An online trove awaits the surfer, starting with the attractively designed site’s index page, which lists major events of the current month. As of this writing in April, the home page touts the New Orleans Jazz Festival, a PBS - TV segment  about Muddy Waters, a scholarly symposium honoring the work of the late musicologist Alan Lomax in New York City and other events. A link goes to a more complete calendar for the month. And that’s only the beginning.

Also linked to from the index page is a video of the month, in this case Buddy Guy talking about Guitar Slim. The site’s designers have thoughtfully made both high and low bandwith versions available depending on whether you have a dailup or a high-speed connection. And don’t worry-when you read this, the Buddy Guy video will have been archived along with each month’s offering, so you’ll still be able to see it.

If you’re a guitarist, watching your favorite blues players online may get you itching to haul out your ax and pick a while. The YOTB site aims to inform your playing by posting a weekly online blues guitar lesson, and that’s not enough, a riff of the day. Another guitar feature, The Fender Players’ Club, ties into the month’s video - April’s edition is a transcription of Guitar Slim’s signature hit, The Things I Used To Do. You can download the music/tab in a PDF file (you’ll need Adobe Acrobat Reader, available free at www.adobe.com, to view it), and also an MP3 file of the music. A year of practicing all the riffs on the site could do wonders for a beginning or intermediate student’s chops. Again, it’s all archived.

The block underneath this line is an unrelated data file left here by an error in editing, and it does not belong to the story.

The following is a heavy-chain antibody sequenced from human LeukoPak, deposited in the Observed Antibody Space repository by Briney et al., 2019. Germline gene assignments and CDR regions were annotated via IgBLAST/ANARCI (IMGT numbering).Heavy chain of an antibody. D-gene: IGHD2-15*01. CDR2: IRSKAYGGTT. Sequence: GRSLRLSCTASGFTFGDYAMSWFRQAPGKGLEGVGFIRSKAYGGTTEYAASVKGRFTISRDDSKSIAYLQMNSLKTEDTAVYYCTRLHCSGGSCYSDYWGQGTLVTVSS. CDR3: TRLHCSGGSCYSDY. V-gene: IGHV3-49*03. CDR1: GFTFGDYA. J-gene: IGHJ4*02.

That’s not all, either. As well as the blues riff of the month, the table of contents on the left side of the home page also has a link to the YOTB features page. In April, you could read a six-page article on Excello Records and the swamp blues. Another April article, The British Blues, takes the laudable stand that white boys can indeed play the blues, and chronicles the early days of UK bluesheads Eric Clapton, the Stones, Jeff Beck, et al. And if you’re looking for leads on CD purchases, the site periodically posts lists of Top 10 recordings from “blues experts and enthusiasts.” Moreover, YOTB recommends a classic album every week with a sample track for you to listen to.

The site knows who its friends are, too, and has a page of links to blues societies all over the world. Find out if there is a blues organization near you and get involved if you’re not already.

www.yearoftheblues.com is simply one of the best blues Web sites I’ve ever seen, and as editor of the Netscape Directory’s blues listing, I’ve seen hundreds. One can only hope the creators will keep this fine resource going after the year is out.  

© 2003 Glenn Weiser. All rights reserved.

Email: banjoandguitar100@yahoo.com
  

Home  |  Celtic Fingerstyle Guitar Books  |  Harmonica Books  |  Music Lessons  | CDs
 Harmonica Main  |  Celtic Main  |  Blues Main  |  Fingerstyle Main  |  Woodstock 69  |  Reviews 
Free Celtic Guitar Arrangements  |  Free Celtic Harmonica Arrangements  |  Online Celtic Tunebook

Writings  | MySpace Page  |  Discographies  |  To Order Books  |  Contact  |  Links  | Translate